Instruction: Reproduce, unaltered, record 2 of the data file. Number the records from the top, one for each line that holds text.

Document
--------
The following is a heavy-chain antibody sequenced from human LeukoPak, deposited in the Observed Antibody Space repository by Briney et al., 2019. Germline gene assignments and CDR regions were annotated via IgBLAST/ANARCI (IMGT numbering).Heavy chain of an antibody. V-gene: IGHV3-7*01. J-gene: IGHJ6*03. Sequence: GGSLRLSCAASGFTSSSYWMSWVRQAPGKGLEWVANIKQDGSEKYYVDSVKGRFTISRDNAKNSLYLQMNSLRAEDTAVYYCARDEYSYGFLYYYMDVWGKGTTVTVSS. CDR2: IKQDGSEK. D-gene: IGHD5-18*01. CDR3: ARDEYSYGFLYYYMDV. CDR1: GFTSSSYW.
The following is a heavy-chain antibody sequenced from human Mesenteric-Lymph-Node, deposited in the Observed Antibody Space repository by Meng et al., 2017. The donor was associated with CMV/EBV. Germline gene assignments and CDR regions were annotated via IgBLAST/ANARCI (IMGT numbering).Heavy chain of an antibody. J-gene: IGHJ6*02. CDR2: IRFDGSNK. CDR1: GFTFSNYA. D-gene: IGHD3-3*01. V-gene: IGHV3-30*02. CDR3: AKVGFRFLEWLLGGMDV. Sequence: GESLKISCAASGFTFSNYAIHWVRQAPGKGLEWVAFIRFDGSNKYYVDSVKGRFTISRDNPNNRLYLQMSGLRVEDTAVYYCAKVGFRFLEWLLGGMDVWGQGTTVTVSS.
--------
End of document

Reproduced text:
The following is a heavy-chain antibody sequenced from human Mesenteric-Lymph-Node, deposited in the Observed Antibody Space repository by Meng et al., 2017. The donor was associated with CMV/EBV. Germline gene assignments and CDR regions were annotated via IgBLAST/ANARCI (IMGT numbering).Heavy chain of an antibody. J-gene: IGHJ6*02. CDR2: IRFDGSNK. CDR1: GFTFSNYA. D-gene: IGHD3-3*01. V-gene: IGHV3-30*02. CDR3: AKVGFRFLEWLLGGMDV. Sequence: GESLKISCAASGFTFSNYAIHWVRQAPGKGLEWVAFIRFDGSNKYYVDSVKGRFTISRDNPNNRLYLQMSGLRVEDTAVYYCAKVGFRFLEWLLGGMDVWGQGTTVTVSS.